Meat boxes

laura

Member
Location
Scotland
Hi everybody,

I would like to start selling lambs direct. (Scotland)
I would drive them to the slaughter house, get the butcher to pick it up, cut it, bag it.
Then what are the regulations if I want to pick it up at the butcher, label it properly and get the costumers to pick it up at the farmer, or deliver it to the costumer or send it by post (I have heard of someone doing it).
Also, if I get burgers and that, what do I need if I want to cook them and sell them at the farm during an event or something?

I have called the council but the persons I got on the phone didn't seem to know

Thank you for your answer
 

egbert

Member
Hi everybody,

I would like to start selling lambs direct. (Scotland)
I would drive them to the slaughter house, get the butcher to pick it up, cut it, bag it.
Then what are the regulations if I want to pick it up at the butcher, label it properly and get the costumers to pick it up at the farmer, or deliver it to the costumer or send it by post (I have heard of someone doing it).
Also, if I get burgers and that, what do I need if I want to cook them and sell them at the farm during an event or something?

I have called the council but the persons I got on the phone didn't seem to know

Thank you for your answer
I'm not the one to quote specific regulation, but pwn experience suggests...

If your butcher has presented product packed to you ready for retail, you only need keep it cool, in easily cleaned cool box etc, and quick local distribution doesn't present too many problems.
We originally found big cool boxes via a camper outlet, but t'internet will be your friend nowadays.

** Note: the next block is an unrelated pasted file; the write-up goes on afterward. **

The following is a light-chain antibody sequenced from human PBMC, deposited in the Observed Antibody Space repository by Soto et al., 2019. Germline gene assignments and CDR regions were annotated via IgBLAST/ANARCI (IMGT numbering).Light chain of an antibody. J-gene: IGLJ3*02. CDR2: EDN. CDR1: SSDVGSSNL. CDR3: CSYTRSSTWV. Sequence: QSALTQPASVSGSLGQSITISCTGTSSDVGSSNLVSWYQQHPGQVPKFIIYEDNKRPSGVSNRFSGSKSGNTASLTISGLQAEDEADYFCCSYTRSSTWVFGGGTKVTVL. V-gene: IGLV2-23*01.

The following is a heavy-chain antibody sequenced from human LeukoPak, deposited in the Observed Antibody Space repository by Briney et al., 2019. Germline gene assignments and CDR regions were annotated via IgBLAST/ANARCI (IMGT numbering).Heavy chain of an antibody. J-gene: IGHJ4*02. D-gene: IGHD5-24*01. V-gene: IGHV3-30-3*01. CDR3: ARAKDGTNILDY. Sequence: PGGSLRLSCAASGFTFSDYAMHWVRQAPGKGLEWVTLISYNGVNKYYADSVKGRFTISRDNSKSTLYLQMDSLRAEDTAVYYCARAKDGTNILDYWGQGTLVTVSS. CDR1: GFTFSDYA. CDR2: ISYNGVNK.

We aim to be out of product within a few hours, but temperature control is king.
Longer than a few hours, and you're into refrigeration, which carries some more rules.
Freezing requires different labelling to selling fresh.

'Posting' boxes is another kettle of fish, as you've far less control on timing.
Not my bag really.

Cooking for resale is a whole other ballgame, and you'll almost certainly become acquainted with your local authority. A lot more research.....
 

Wooly

Member
Mixed Farmer
Location
Romney Marsh
Basically if you follow every rule, you will soon decide it is not worth the hassle !!

If you are sensible, just pick the boxes up from your butcher in the back of the car and deliver them as soon as possible.
Cold meat in a box in a car, at this time of year, is going to stay chilled for quite a while.

Now as for cooking it and selling it............. that is a whole new can of worms that isn't worth going through !
 

SteveHants

Member
Location
Gloucestershire
Hi everybody,

I would like to start selling lambs direct. (Scotland)
I would drive them to the slaughter house, get the butcher to pick it up, cut it, bag it.
Then what are the regulations if I want to pick it up at the butcher, label it properly and get the costumers to pick it up at the farmer, or deliver it to the costumer or send it by post (I have heard of someone doing it).
Also, if I get burgers and that, what do I need if I want to cook them and sell them at the farm during an event or something?

I have called the council but the persons I got on the phone didn't seem to know

Thank you for your answer
The council are rubbish - it's trading standards you want.
You'll have to keep the lamb chilled and provide temp records (both for transit and on-farm storage).
If you are preparing food you will need cleaning/temperature records and suitable operating procedures with critical control points for whatever it is you are doing.
The FSA has a booklet if I recall correctly.
 

SteveHants

Member
Location
Gloucestershire
Basically if you follow every rule, you will soon decide it is not worth the hassle !!

If you are sensible, just pick the boxes up from your butcher in the back of the car and deliver them as soon as possible.